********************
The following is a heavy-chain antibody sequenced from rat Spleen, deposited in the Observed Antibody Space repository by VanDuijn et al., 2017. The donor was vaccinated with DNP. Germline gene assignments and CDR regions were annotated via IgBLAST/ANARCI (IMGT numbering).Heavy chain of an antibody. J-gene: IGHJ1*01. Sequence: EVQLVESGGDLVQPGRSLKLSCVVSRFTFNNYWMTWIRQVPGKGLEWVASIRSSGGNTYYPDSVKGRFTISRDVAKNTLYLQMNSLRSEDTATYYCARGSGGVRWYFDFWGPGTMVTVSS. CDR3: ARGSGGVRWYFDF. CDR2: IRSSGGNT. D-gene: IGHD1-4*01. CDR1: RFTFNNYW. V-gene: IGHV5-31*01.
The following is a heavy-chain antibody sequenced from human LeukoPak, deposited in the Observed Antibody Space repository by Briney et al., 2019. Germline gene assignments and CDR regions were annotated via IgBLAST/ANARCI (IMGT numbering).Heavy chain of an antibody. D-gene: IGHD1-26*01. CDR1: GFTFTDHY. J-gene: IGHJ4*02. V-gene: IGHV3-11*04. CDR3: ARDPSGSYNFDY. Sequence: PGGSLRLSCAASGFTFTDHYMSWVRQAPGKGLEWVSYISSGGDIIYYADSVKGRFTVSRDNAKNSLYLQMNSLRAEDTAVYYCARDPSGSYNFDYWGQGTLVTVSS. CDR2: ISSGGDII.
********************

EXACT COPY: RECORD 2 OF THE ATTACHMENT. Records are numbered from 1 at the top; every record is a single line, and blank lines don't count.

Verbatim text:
The following is a heavy-chain antibody sequenced from human LeukoPak, deposited in the Observed Antibody Space repository by Briney et al., 2019. Germline gene assignments and CDR regions were annotated via IgBLAST/ANARCI (IMGT numbering).Heavy chain of an antibody. D-gene: IGHD1-26*01. CDR1: GFTFTDHY. J-gene: IGHJ4*02. V-gene: IGHV3-11*04. CDR3: ARDPSGSYNFDY. Sequence: PGGSLRLSCAASGFTFTDHYMSWVRQAPGKGLEWVSYISSGGDIIYYADSVKGRFTVSRDNAKNSLYLQMNSLRAEDTAVYYCARDPSGSYNFDYWGQGTLVTVSS. CDR2: ISSGGDII.